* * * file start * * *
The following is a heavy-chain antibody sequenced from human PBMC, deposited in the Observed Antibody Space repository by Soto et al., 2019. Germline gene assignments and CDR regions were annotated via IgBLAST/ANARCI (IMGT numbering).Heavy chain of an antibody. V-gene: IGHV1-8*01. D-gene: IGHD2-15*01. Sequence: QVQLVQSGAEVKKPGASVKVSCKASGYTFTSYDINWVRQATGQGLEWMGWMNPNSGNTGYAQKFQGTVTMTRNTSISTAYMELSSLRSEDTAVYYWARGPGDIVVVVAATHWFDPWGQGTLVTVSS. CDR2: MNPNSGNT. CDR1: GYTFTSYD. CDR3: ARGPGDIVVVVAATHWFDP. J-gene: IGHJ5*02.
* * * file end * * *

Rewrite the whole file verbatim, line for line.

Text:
The following is a heavy-chain antibody sequenced from human PBMC, deposited in the Observed Antibody Space repository by Soto et al., 2019. Germline gene assignments and CDR regions were annotated via IgBLAST/ANARCI (IMGT numbering).Heavy chain of an antibody. V-gene: IGHV1-8*01. D-gene: IGHD2-15*01. Sequence: QVQLVQSGAEVKKPGASVKVSCKASGYTFTSYDINWVRQATGQGLEWMGWMNPNSGNTGYAQKFQGTVTMTRNTSISTAYMELSSLRSEDTAVYYWARGPGDIVVVVAATHWFDPWGQGTLVTVSS. CDR2: MNPNSGNT. CDR1: GYTFTSYD. CDR3: ARGPGDIVVVVAATHWFDP. J-gene: IGHJ5*02.